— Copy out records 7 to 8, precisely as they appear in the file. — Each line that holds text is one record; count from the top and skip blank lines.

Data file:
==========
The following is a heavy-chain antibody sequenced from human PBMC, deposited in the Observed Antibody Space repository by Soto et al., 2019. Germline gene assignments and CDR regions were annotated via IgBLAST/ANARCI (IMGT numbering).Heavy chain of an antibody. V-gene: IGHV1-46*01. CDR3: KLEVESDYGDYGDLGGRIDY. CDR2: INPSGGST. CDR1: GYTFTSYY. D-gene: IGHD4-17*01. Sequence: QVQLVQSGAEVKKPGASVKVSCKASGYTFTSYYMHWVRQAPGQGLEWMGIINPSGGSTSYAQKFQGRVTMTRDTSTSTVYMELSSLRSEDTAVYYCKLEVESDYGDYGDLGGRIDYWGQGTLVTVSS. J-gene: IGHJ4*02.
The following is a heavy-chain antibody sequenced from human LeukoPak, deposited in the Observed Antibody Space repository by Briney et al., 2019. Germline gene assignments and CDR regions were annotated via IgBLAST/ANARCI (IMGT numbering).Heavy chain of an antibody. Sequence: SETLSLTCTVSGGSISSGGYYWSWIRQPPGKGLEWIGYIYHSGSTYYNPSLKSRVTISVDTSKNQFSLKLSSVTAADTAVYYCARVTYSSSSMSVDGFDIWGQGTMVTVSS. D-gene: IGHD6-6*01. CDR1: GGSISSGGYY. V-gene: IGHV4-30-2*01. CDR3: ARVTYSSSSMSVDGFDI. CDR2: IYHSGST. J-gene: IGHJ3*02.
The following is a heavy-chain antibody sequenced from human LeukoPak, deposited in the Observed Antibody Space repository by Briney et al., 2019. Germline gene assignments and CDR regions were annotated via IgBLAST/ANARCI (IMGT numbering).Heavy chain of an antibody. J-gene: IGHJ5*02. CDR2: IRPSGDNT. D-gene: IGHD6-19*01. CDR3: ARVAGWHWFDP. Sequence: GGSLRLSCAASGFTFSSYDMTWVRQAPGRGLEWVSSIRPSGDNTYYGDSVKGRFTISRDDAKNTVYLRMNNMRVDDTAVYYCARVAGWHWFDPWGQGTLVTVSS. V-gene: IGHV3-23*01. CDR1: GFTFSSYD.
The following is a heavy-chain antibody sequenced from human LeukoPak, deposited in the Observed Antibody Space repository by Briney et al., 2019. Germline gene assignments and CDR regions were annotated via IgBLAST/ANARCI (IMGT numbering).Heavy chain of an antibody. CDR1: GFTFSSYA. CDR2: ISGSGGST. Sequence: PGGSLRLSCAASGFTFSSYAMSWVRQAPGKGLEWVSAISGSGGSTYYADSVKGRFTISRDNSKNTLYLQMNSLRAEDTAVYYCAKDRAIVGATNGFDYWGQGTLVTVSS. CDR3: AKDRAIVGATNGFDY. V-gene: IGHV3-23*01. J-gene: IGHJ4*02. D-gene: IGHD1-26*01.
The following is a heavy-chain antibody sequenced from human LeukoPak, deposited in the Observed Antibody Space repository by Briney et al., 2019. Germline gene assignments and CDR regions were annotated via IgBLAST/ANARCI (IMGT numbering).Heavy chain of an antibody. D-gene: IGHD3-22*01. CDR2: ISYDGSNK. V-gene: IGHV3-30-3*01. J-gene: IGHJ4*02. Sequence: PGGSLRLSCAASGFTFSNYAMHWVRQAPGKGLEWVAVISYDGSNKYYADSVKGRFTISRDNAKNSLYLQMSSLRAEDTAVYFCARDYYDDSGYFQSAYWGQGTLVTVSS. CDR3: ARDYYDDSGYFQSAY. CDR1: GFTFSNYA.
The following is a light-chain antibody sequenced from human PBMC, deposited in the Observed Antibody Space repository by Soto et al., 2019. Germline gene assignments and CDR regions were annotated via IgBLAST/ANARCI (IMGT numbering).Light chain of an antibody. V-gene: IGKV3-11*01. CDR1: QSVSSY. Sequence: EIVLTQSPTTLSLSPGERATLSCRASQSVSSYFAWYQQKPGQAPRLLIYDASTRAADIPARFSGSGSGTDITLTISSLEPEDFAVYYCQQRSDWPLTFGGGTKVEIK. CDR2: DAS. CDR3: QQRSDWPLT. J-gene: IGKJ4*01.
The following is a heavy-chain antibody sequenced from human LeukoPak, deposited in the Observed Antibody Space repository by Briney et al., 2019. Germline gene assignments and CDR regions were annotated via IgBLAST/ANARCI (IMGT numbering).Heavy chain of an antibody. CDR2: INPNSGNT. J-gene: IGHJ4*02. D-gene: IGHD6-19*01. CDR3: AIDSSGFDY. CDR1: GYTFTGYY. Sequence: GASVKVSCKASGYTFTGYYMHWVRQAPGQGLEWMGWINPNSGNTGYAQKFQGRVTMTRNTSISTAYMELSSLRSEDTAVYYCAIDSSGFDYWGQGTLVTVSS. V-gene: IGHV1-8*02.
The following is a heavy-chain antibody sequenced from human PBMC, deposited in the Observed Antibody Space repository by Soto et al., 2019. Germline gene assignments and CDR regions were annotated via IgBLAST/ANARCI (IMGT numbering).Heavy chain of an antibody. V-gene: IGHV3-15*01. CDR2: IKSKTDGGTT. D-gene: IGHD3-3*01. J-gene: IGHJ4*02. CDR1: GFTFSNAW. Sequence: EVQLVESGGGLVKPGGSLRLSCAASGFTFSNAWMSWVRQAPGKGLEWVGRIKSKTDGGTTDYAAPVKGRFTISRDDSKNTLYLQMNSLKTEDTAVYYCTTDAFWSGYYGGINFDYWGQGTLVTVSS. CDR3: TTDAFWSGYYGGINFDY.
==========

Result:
The following is a heavy-chain antibody sequenced from human LeukoPak, deposited in the Observed Antibody Space repository by Briney et al., 2019. Germline gene assignments and CDR regions were annotated via IgBLAST/ANARCI (IMGT numbering).Heavy chain of an antibody. CDR2: INPNSGNT. J-gene: IGHJ4*02. D-gene: IGHD6-19*01. CDR3: AIDSSGFDY. CDR1: GYTFTGYY. Sequence: GASVKVSCKASGYTFTGYYMHWVRQAPGQGLEWMGWINPNSGNTGYAQKFQGRVTMTRNTSISTAYMELSSLRSEDTAVYYCAIDSSGFDYWGQGTLVTVSS. V-gene: IGHV1-8*02.
The following is a heavy-chain antibody sequenced from human PBMC, deposited in the Observed Antibody Space repository by Soto et al., 2019. Germline gene assignments and CDR regions were annotated via IgBLAST/ANARCI (IMGT numbering).Heavy chain of an antibody. V-gene: IGHV3-15*01. CDR2: IKSKTDGGTT. D-gene: IGHD3-3*01. J-gene: IGHJ4*02. CDR1: GFTFSNAW. Sequence: EVQLVESGGGLVKPGGSLRLSCAASGFTFSNAWMSWVRQAPGKGLEWVGRIKSKTDGGTTDYAAPVKGRFTISRDDSKNTLYLQMNSLKTEDTAVYYCTTDAFWSGYYGGINFDYWGQGTLVTVSS. CDR3: TTDAFWSGYYGGINFDY.